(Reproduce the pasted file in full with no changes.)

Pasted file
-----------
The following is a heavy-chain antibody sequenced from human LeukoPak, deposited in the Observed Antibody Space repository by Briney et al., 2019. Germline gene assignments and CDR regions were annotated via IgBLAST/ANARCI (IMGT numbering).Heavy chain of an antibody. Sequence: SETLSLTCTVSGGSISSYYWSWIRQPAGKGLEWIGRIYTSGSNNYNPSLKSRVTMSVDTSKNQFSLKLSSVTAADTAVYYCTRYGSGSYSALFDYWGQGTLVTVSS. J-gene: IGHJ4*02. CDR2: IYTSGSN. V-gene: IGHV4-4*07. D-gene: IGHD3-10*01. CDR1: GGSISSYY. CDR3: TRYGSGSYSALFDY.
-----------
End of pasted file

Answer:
The following is a heavy-chain antibody sequenced from human LeukoPak, deposited in the Observed Antibody Space repository by Briney et al., 2019. Germline gene assignments and CDR regions were annotated via IgBLAST/ANARCI (IMGT numbering).Heavy chain of an antibody. Sequence: SETLSLTCTVSGGSISSYYWSWIRQPAGKGLEWIGRIYTSGSNNYNPSLKSRVTMSVDTSKNQFSLKLSSVTAADTAVYYCTRYGSGSYSALFDYWGQGTLVTVSS. J-gene: IGHJ4*02. CDR2: IYTSGSN. V-gene: IGHV4-4*07. D-gene: IGHD3-10*01. CDR1: GGSISSYY. CDR3: TRYGSGSYSALFDY.